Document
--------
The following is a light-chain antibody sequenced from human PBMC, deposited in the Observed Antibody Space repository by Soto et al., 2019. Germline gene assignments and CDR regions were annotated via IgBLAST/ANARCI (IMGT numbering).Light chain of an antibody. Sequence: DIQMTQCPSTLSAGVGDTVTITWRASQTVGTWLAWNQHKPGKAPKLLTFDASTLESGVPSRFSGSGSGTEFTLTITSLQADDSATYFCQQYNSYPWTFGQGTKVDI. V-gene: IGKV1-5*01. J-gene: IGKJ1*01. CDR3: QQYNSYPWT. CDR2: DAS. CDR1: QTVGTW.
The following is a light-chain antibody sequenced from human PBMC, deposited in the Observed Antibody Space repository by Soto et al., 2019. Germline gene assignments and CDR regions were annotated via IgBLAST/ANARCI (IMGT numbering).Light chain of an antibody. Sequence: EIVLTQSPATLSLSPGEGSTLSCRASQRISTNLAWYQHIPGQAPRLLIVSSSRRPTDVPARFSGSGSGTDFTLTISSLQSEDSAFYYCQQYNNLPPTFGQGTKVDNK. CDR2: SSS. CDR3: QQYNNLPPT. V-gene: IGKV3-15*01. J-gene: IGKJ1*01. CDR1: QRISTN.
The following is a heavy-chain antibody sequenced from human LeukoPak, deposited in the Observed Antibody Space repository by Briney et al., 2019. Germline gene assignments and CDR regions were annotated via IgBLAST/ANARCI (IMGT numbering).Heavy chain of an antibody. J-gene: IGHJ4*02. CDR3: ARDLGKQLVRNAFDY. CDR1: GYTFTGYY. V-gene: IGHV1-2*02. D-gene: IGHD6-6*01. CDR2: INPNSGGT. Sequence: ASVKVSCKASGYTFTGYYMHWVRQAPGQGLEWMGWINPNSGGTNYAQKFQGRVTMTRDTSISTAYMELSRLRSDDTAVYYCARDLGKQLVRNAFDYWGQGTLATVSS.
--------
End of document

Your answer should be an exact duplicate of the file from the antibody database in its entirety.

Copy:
The following is a light-chain antibody sequenced from human PBMC, deposited in the Observed Antibody Space repository by Soto et al., 2019. Germline gene assignments and CDR regions were annotated via IgBLAST/ANARCI (IMGT numbering).Light chain of an antibody. Sequence: DIQMTQCPSTLSAGVGDTVTITWRASQTVGTWLAWNQHKPGKAPKLLTFDASTLESGVPSRFSGSGSGTEFTLTITSLQADDSATYFCQQYNSYPWTFGQGTKVDI. V-gene: IGKV1-5*01. J-gene: IGKJ1*01. CDR3: QQYNSYPWT. CDR2: DAS. CDR1: QTVGTW.
The following is a light-chain antibody sequenced from human PBMC, deposited in the Observed Antibody Space repository by Soto et al., 2019. Germline gene assignments and CDR regions were annotated via IgBLAST/ANARCI (IMGT numbering).Light chain of an antibody. Sequence: EIVLTQSPATLSLSPGEGSTLSCRASQRISTNLAWYQHIPGQAPRLLIVSSSRRPTDVPARFSGSGSGTDFTLTISSLQSEDSAFYYCQQYNNLPPTFGQGTKVDNK. CDR2: SSS. CDR3: QQYNNLPPT. V-gene: IGKV3-15*01. J-gene: IGKJ1*01. CDR1: QRISTN.
The following is a heavy-chain antibody sequenced from human LeukoPak, deposited in the Observed Antibody Space repository by Briney et al., 2019. Germline gene assignments and CDR regions were annotated via IgBLAST/ANARCI (IMGT numbering).Heavy chain of an antibody. J-gene: IGHJ4*02. CDR3: ARDLGKQLVRNAFDY. CDR1: GYTFTGYY. V-gene: IGHV1-2*02. D-gene: IGHD6-6*01. CDR2: INPNSGGT. Sequence: ASVKVSCKASGYTFTGYYMHWVRQAPGQGLEWMGWINPNSGGTNYAQKFQGRVTMTRDTSISTAYMELSRLRSDDTAVYYCARDLGKQLVRNAFDYWGQGTLATVSS.